We had to revise the daily schedule after Gire arrived. Dagge and I were accustomed to attending the 0700 police parade dressed in patrol gear then returning to the house for a leisurely breakfast.
Gire rose at dawn and at 0630 was showered and resplendent in blue shorts, shirt, long socks and highly polished boots, ready to eat. We barely had time for a hurried breakfast before he donned his Sam Browne belt for the morning parade, after which he changed into working gear for the daily routine.
For two hours each morning and two hours each afternoon, Gire directed a phalanx of helmeted police in close-order exercises as they beat their long-handled batons against riot shields in a noisy rhythm, stomped their feet in unison, and charged up and down the Moroni hill.
I felt sympathy for Senior Constable Yimbin and our 13 general-duties police who endeavoured to keep up but soon ran out of steam. And I also felt for the village people who watched on in apparent awe.
Neither Dagge nor I was present when the government lawyer requested by the Moroni villagers met with them at Barapina on Tuesday 4 April 1967.
Norris (NH) Pratt was not the ideal person for the task. As a Deputy Crown Solicitor, his job was to protect and promote the government’s interests and not provide the public with legal advice.
Moreover, he could barely speak or understand Tok Pisin and knew little about life in the New Guinea community.
He implied his visit was a waste of time. The people wanted “to exhort the government to take action against CRA rather than ask legal questions” and “the question of mineral ownership has now become inextricably mixed up with self-government and a somewhat veiled threat of separation or at least a new state movement.”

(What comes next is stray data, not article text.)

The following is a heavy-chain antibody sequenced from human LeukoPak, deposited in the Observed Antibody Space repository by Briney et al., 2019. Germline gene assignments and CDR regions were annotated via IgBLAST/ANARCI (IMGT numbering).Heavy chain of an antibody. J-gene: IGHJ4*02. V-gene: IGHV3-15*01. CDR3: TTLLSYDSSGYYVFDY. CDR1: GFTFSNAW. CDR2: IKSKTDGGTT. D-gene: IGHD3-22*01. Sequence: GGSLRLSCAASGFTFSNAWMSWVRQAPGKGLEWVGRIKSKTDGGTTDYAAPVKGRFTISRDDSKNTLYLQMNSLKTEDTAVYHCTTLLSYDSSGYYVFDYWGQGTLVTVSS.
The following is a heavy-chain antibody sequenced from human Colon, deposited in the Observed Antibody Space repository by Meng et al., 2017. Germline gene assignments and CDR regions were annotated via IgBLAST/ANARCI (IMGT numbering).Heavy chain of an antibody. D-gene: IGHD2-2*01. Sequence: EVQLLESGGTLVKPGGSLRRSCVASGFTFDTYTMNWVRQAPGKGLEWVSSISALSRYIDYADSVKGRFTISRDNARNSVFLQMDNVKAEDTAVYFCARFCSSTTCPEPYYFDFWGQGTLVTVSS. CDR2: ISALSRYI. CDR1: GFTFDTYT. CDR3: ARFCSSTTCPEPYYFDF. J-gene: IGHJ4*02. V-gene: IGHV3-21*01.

Pratt may not have realised that Damien Damen, who dominated the meeting, came from Irang - outside the mining area – and not from Moroni. Another speaker, Henry Moses, came from Sieronji in the Pinei Valley – again outside the mining area – and was an advocate for those who opposed CRA.
(Later in the year Moses took up a management role with the company, became an industrial relations officer, and subsequently President of the Bougainville Mining Workers Association.)
And it is conceivable that Severinus Ampaoi who “interpreted from English to the local dialect” had dual loyalties, even a covert role. He came from Dapera village in the prospecting area and logically should have been opposed to CRA. He was, however, a trusted employee.
First employed by Ken Phillips in 1964, Ampaoi was now highly regarded as CRA’s quasi-manager of community relations. He was also vice-president of the Kieta Local Council, which had become lukewarm in its support of the Panguna development after Minister ‘Ceb’ Barnes’ 1966 visit.